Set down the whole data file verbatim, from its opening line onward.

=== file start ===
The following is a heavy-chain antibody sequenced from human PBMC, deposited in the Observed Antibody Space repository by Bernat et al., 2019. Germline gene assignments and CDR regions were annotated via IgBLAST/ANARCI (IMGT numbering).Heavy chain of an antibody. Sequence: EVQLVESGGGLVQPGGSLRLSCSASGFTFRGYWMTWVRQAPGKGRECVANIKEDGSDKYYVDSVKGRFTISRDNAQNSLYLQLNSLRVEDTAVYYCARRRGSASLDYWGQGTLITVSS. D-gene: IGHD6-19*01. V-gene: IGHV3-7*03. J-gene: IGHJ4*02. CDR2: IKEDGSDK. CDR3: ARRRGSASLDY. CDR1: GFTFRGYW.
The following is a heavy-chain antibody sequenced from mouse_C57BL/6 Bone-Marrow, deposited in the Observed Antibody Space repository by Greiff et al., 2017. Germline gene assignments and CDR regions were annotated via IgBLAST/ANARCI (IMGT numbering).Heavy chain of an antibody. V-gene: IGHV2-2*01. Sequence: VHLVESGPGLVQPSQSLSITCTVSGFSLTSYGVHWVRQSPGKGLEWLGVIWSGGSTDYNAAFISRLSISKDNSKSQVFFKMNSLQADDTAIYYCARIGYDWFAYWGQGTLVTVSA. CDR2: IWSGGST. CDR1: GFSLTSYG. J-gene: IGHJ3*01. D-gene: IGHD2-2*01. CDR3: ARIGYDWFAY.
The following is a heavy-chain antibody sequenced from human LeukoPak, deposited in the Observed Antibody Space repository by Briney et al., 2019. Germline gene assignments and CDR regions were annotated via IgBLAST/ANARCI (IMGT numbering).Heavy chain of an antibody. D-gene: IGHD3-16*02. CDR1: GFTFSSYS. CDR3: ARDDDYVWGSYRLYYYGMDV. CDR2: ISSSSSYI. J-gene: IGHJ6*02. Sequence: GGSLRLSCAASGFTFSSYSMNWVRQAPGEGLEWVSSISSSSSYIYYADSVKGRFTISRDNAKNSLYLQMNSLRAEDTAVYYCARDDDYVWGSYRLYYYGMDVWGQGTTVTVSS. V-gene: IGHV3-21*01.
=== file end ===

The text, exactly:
The following is a heavy-chain antibody sequenced from human PBMC, deposited in the Observed Antibody Space repository by Bernat et al., 2019. Germline gene assignments and CDR regions were annotated via IgBLAST/ANARCI (IMGT numbering).Heavy chain of an antibody. Sequence: EVQLVESGGGLVQPGGSLRLSCSASGFTFRGYWMTWVRQAPGKGRECVANIKEDGSDKYYVDSVKGRFTISRDNAQNSLYLQLNSLRVEDTAVYYCARRRGSASLDYWGQGTLITVSS. D-gene: IGHD6-19*01. V-gene: IGHV3-7*03. J-gene: IGHJ4*02. CDR2: IKEDGSDK. CDR3: ARRRGSASLDY. CDR1: GFTFRGYW.
The following is a heavy-chain antibody sequenced from mouse_C57BL/6 Bone-Marrow, deposited in the Observed Antibody Space repository by Greiff et al., 2017. Germline gene assignments and CDR regions were annotated via IgBLAST/ANARCI (IMGT numbering).Heavy chain of an antibody. V-gene: IGHV2-2*01. Sequence: VHLVESGPGLVQPSQSLSITCTVSGFSLTSYGVHWVRQSPGKGLEWLGVIWSGGSTDYNAAFISRLSISKDNSKSQVFFKMNSLQADDTAIYYCARIGYDWFAYWGQGTLVTVSA. CDR2: IWSGGST. CDR1: GFSLTSYG. J-gene: IGHJ3*01. D-gene: IGHD2-2*01. CDR3: ARIGYDWFAY.
The following is a heavy-chain antibody sequenced from human LeukoPak, deposited in the Observed Antibody Space repository by Briney et al., 2019. Germline gene assignments and CDR regions were annotated via IgBLAST/ANARCI (IMGT numbering).Heavy chain of an antibody. D-gene: IGHD3-16*02. CDR1: GFTFSSYS. CDR3: ARDDDYVWGSYRLYYYGMDV. CDR2: ISSSSSYI. J-gene: IGHJ6*02. Sequence: GGSLRLSCAASGFTFSSYSMNWVRQAPGEGLEWVSSISSSSSYIYYADSVKGRFTISRDNAKNSLYLQMNSLRAEDTAVYYCARDDDYVWGSYRLYYYGMDVWGQGTTVTVSS. V-gene: IGHV3-21*01.